cat and mouse

Cat and Mouse Act

The "Cat and Mouse Act" (formally the Prisoners (Temporary Discharge for Ill Health) Act 1913) was an Act of Parliament passed in Britain under Herbert Henry Asquith's Liberal government in 1913. It made legal the hunger strikes that Suffragettes were undertaking at the time and stated that they would be released from prison as soon as they became ill.

Government utilisation

After the act was introduced suffragettes were no longer force-fed during their time in prison. Although this had previously been common practice to combat the hunger strikes it was assumed all would commence upon arrest. Instead they were kept until a point of extreme weakness before being released. This created a scapegoat for the government who could claim that any harm (or even death) that resulted from the starvation could be blamed entirely on the suffragette. Of course this meant women who had been released were too weak to actively protest and thus were kept from trouble. However, these women were kept under a watchful eye and arrested again for the most trivial reason, restarting the whole process. This is how the government attempted to control many of the more committed activists.

Background

To attain the goal of universal suffrage, the Women's Social and Political Union (WSPU, known colloquially the suffragettes) engaged in acts of protest such as the breaking of windows, arson, and the "technical assault" (without causing harm) of police officers. Many WSPU members were jailed for these offences.

In response to what the organisation viewed as brutal punishment and harsh treatment by the government at the time, imprisoned WSPU members embarked on a sustained campaign of hunger strikes. Some women were freed on taking this action, but this rendered the policy of imprisonment of suffragettes futile.

So, the government turned to a policy of force feeding hunger-strikers by nasogastric tube. Repeated uses of this process often caused sickness, which served the WSPU's aims of demonstrating the government's treatment of the prisoners.

The Act as a response to suffragette hunger strikes

Faced with growing public disquiet over the tactic of force feeding, and the determination of the jailed suffragettes to continue their strikes, the government rushed the Act through Parliament.

The effect of the Act was to permit the release of prisoners who were suffering illness for them to recuperate; however, the police were free to re-imprison offenders again once they were better. The intention of the Act was to counter the tactic of hunger strikes undertaken by jailed suffragettes and the damaging consequences for the government's support among (male) voters by the force feeding of women prisoners.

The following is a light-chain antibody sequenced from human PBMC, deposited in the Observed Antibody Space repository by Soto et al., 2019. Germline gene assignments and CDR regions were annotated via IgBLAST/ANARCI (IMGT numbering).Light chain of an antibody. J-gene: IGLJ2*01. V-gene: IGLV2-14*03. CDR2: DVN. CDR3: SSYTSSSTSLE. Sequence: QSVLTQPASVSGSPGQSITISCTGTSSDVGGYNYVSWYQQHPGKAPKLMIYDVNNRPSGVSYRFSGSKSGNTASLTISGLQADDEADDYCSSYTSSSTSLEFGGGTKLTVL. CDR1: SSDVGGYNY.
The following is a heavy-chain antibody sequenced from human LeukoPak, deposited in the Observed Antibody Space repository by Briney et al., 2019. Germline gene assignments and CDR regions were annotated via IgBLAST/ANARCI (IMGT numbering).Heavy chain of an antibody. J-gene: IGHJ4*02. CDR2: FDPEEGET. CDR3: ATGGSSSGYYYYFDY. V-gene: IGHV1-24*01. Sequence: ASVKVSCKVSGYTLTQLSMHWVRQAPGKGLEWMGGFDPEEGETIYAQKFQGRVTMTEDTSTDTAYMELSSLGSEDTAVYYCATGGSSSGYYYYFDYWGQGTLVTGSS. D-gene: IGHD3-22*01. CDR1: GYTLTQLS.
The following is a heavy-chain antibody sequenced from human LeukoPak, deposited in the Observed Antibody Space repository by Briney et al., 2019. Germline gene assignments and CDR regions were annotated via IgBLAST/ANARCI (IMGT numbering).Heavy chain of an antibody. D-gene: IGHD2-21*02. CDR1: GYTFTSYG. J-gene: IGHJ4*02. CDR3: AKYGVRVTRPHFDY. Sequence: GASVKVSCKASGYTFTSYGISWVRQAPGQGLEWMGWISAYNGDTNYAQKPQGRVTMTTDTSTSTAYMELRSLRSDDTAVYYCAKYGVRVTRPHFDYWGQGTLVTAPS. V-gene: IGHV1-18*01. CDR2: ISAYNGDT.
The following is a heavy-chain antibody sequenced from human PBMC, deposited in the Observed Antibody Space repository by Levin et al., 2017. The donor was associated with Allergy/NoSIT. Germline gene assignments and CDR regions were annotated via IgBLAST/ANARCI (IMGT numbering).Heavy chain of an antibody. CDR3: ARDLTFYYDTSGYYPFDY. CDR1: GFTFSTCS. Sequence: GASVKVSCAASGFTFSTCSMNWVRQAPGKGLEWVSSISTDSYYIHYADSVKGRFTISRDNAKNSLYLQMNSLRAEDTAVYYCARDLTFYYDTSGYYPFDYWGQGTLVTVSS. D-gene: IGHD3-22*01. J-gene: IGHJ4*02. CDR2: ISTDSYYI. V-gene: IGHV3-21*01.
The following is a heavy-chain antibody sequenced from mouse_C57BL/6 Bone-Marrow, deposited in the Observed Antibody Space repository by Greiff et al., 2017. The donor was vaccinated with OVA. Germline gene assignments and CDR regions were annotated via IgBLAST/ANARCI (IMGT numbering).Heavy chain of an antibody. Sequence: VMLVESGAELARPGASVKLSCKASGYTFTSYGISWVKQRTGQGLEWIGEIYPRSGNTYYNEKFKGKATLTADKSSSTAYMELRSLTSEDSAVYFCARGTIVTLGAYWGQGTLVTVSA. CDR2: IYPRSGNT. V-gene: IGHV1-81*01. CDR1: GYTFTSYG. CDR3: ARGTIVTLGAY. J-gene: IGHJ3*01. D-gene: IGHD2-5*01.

Unintended consequences of the act

The ineffectiveness of the act was very soon evident as the authorities experienced much more difficulty than anticipated in re-arresting the released hunger-strikers, many of whom eluded the police with the help of a network of suffragette sympathisers. The inability of the government to lay its hands on high-profile suffragettes transformed what had been intended as a discreet device to control suffragette hunger-strikers into a public scandal.

This act was aimed at suppressing the power of the organisation by demoralising the activists, but turned out to be counter-productive as it undermined the moral authority of the government. The act was viewed as violating basic human rights, not only of the suffragettes but of other prisoners. The Act's nickname of Cat and Mouse Act, referring to the way the government seemed to play with prisoners as a cat may with a captured mouse, underlined how the cruelty of repeated releases and re-imprisonments turned the suffragettes from targets of scorn to objects of sympathy.

The Asquith government's implementation of the act caused the militant WSPU and the suffragettes to perceive Asquith as the enemy — an enemy to be vanquished in what the organisation saw as an all-out war.

A related effect of this law was to increase support for the Labour Party, many of whose early founders supported votes for women. For example, philosopher Bertrand Russell left the Liberal Party, and wrote pamphlets denouncing the act and the Liberals for making in his view an illiberal and anti-constitutional law. So the controversy helped to accelerate the decline in the Liberals electoral position, as segments of the middle class began to defect to Labour.

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